For a period of time between 1984 and 2000 I kept track of specific, measurable prayer requests as well as keeping a record of how many of those were answered positively, negatively or inconclusively over the next 24 hours.

It totaled tens of thousands of prayer requests. Overall the numbers showed around 93% were answered in the positive and less than 5% were in the negative.

However, even though some might find that impressive (especially those inclined to believe), when you look at the hard data it is less so. Many of the requests were based on activities I would be doing that day and would likely have resolved the same way whether I had prayed or not.

So while I am glad I kept those records, they are hardly as conclusive as many would think.


For me, proof of the power of prayer would have to include something completely unnatural (e.g. regrowth of a limb). Both ice cream cake and fudge exist, and people have been known to take desert round to people's houses, when invited; it's only polite. I don't know how popular ice cream cake is in the U.S., but I suspect it's not rare? Same goes for the hot fudge topping, or is it a bizarre combination that only you and your friends like? Either way, no laws of nature have been broken in this event, so I would put it down to coincidence.


I am going to post something about the supernatural at AtBC because I had a bit of a brainstorm and I want you guys to check me out on it. More at AtBC.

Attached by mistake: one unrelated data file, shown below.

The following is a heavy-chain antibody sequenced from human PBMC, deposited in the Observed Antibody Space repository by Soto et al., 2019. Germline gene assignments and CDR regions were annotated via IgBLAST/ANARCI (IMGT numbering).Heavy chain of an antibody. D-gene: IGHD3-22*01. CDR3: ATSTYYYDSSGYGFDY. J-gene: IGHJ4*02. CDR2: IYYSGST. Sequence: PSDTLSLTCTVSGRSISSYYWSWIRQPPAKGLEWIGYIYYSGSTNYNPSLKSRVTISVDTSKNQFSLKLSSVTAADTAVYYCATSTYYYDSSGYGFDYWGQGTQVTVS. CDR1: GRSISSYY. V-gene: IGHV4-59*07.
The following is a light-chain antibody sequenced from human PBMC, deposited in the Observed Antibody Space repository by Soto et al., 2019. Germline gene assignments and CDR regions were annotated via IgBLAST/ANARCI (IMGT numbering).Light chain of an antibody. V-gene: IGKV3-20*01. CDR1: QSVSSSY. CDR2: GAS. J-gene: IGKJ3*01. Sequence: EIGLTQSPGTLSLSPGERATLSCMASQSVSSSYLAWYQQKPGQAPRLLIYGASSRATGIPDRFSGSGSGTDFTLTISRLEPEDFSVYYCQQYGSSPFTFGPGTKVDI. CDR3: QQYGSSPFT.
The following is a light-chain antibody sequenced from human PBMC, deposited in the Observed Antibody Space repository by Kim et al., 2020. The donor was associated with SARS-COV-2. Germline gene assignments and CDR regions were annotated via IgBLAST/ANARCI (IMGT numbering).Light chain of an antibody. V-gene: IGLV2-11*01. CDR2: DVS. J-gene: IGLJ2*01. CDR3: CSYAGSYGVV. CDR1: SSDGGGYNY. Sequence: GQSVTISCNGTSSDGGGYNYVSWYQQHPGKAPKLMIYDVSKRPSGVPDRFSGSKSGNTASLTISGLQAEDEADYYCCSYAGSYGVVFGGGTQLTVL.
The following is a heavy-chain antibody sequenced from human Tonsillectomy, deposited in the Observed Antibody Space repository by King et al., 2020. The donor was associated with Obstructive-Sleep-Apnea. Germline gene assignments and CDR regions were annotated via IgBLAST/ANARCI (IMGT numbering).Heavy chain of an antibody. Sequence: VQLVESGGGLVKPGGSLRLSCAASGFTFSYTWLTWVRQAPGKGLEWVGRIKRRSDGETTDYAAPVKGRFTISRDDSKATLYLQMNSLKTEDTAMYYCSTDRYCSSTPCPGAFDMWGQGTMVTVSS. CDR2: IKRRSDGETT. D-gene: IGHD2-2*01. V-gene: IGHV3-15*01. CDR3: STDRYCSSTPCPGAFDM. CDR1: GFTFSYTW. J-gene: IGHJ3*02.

I agree that coincidence is a possibility. And I know I haven't written up any more of my experiences other than this one, but at some point if this type of thing occurs regularly, one begins to say it defies reasonable coincidence.

As I said, winning the lottery 5 times in one year would be so improbable as to cause us to look for another possibility than luck.


If your friends had brought ice cream cake alone, would you have thanked God? What about if they had brought chocolate cake?

However, if God did intervene to make your friends bring that particular desert, one has to wonder why he didn't intervene to prevent the starvation of the many people that died whilst you were eating it.


If there had been no hot fudge, then I would have recorded in my journal that my prayer had not been answered. I still would have been happy, but on those types of things I wasn't giving God any slack--if there is a god and he is behind this stuff, he's able to stand up to scrutiny.

Why do people starve and die? Why doesn't a supreme being put a stop to it?

Beats me. Anyone who tells you they have an answer besides "there is no god" is lying to you. That's just one example of stuff (even Bible stuff) I find very difficult to explain.


I hope I don't come across as snarky. I really like your posts on AtBC, and see you as a reasonable person. However, in this case, I think you're seeing what you want to see.


No, you didn't come along as snarky. Look, even though I believe there is some explanation for the experiences I've had, when a Christian approaches me and tries telling me of this "miraculous answer to prayer" I get the heebie jeebies. Typically it is less than convincing.

I knew when I decided to talk about this stuff at AtBC people would be critical of my thinking--that's exactly what I was hoping for.